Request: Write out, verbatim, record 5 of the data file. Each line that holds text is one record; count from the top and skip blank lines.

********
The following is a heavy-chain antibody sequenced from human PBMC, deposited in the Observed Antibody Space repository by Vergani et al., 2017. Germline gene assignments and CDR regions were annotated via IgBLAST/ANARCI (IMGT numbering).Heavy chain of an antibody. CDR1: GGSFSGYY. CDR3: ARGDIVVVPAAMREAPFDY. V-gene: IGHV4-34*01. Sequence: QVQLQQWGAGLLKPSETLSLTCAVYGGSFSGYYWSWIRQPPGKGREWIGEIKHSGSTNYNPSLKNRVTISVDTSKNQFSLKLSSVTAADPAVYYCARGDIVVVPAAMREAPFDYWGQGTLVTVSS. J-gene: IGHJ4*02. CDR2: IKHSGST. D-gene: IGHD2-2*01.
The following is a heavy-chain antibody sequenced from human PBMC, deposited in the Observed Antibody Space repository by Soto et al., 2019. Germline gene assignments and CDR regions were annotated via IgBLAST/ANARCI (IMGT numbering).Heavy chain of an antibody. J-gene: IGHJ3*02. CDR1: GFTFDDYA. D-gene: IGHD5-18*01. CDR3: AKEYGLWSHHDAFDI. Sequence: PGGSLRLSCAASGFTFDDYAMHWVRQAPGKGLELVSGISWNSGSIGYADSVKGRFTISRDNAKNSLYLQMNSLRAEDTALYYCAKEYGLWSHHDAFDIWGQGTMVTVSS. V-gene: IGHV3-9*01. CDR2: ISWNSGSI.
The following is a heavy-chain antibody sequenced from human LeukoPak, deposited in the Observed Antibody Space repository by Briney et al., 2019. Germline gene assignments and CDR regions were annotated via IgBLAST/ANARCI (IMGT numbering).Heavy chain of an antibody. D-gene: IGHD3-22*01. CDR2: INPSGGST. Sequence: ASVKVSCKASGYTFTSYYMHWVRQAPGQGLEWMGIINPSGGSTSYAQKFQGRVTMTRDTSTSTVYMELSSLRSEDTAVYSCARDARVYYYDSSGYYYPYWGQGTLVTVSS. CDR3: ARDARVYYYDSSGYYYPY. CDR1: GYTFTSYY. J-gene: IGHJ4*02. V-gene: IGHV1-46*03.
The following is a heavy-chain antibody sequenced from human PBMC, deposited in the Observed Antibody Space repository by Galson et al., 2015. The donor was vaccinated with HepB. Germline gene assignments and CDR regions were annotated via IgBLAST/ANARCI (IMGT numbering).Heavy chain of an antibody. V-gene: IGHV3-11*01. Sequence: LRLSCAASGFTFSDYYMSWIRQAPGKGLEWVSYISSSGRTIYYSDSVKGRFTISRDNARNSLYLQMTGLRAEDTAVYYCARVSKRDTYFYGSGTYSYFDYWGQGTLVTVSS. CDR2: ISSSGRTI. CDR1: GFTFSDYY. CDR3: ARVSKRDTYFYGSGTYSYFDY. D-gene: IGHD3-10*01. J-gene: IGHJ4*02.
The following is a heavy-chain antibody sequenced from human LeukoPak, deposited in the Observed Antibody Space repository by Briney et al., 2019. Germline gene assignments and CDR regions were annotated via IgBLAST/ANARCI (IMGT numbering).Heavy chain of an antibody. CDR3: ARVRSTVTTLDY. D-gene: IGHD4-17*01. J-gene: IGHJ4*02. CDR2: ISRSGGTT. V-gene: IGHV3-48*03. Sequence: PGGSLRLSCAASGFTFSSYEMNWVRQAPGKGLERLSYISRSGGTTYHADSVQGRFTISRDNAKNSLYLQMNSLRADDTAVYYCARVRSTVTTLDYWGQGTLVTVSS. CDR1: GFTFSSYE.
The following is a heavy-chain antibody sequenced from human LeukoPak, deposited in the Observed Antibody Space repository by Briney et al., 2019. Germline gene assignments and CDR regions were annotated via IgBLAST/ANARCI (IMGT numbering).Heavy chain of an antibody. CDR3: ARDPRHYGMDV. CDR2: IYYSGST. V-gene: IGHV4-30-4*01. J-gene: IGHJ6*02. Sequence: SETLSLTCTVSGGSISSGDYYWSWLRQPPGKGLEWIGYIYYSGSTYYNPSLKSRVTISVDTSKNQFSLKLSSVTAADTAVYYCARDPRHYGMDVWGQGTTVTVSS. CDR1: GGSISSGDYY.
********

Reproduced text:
The following is a heavy-chain antibody sequenced from human LeukoPak, deposited in the Observed Antibody Space repository by Briney et al., 2019. Germline gene assignments and CDR regions were annotated via IgBLAST/ANARCI (IMGT numbering).Heavy chain of an antibody. CDR3: ARVRSTVTTLDY. D-gene: IGHD4-17*01. J-gene: IGHJ4*02. CDR2: ISRSGGTT. V-gene: IGHV3-48*03. Sequence: PGGSLRLSCAASGFTFSSYEMNWVRQAPGKGLERLSYISRSGGTTYHADSVQGRFTISRDNAKNSLYLQMNSLRADDTAVYYCARVRSTVTTLDYWGQGTLVTVSS. CDR1: GFTFSSYE.